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Re: [cors] 27 July 2010 CORS feedback

From: Keean Schupke <keean@fry-it.com>
Date: Mon, 22 Nov 2010 11:56:39 +0000
Message-ID: <AANLkTimDW6cEF518fUNLCMVRXKt+qAN2T0UDff941QGZ@mail.gmail.com>
To: Mark Nottingham <mnot@mnot.net>
Cc: Jonas Sicking <jonas@sicking.cc>, public-webapps@w3.org
I guess I didn't put that very well. This is more a general comment on the
discussion rather than a relpy to a specific post.

If I can forge requests to web sites (for example using "curl"), then any
site that does not impose security checks on its input values is asking for
trouble. Making security depend on headers which can be forged seems like
false security to me.

So I see no problem allowing POSTs to any URL, providing the POST cannot
assume any authority on the part of the user. That way a POST can do no more
harm than a script using "curl".

The solution to the POST authority problem would seem to be to apply the
origin rule for cookies (which seems sufficient to me) consistently (perhaps
it already is?)

So CORS seems to me to be about permitting exceptions to a security policy,
not about fixing that underlying security policy. I don't think any changes
to the CORS spec can fix a broken underlying security policy. Perhaps I am
missing something though?


On 22 November 2010 09:28, Keean Schupke <keean@fry-it.com> wrote:

> It this spec the place to fix cross site vulnerabilities? Would it not be
> better to restrict cookies to only be sent when the domain of the page you
> are navigating away from matches the cookie domain, as well as the page you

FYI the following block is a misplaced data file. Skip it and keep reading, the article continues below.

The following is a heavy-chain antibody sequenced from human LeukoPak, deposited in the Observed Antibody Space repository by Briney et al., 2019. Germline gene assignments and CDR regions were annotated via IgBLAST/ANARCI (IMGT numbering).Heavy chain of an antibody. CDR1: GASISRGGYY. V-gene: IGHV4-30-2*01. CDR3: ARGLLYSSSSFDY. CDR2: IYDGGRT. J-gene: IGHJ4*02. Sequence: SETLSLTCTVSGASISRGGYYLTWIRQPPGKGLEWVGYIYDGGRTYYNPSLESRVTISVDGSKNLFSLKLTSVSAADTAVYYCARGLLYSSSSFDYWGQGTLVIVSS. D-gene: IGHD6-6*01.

> are navigating to?
> Cheers,
> Keean.
> On 22 November 2010 09:10, Mark Nottingham <mnot@mnot.net> wrote:
>> On 22/11/2010, at 7:53 PM, Jonas Sicking wrote:
>> >
>> > Practically speaking, the only constrains on <form> submissions
>> > request entities is that they contain a '='. Using text/plain encoded
>> > forms you can submit any content with that restriction.
>> >
>> > Further, I believe that flash allows cross site POST submission with
>> > arbitrary data, i.e. even data without a '='. But I haven't looked
>> > into that in more detail.
>> Perhaps. I still don't think it's great for the W3C to standardise yet
>> another method of sending cross-site POSTs without permission.
>> >>>> 3) When a server changes the headers in a response based upon the
>> value of the incoming Origin header (as outlined in sections 5.1 and 5.2),
>> it must insert Vary: Origin into *all* responses for that resource;
>> otherwise, downstream caches will incorrectly store it.
>> >>>>
>> >>>> Be aware that doing so will cause many versions of IE not to cache
>> those responses at all. Another option would be to disallow varying the
>> response based upon the Origin header.
>> >>>
>> >>> Disallowing varying by origin seems like a bigger problem than IE not
>> caching.
>> >>
>> >> Either way, it needs to be addressed.
>> >
>> > You mean by adding a note in the spec? Are you adding a similar note
>> > to http-bis about the Vary header?
>> RFC2616 already defines Vary:
>>  http://www.w3.org/Protocols/rfc2616/rfc2616-sec14.html#sec14.44
>> ... and bis refines it:
>>  http://tools.ietf.org/html/draft-ietf-httpbis-p6-cache-12#section-3.5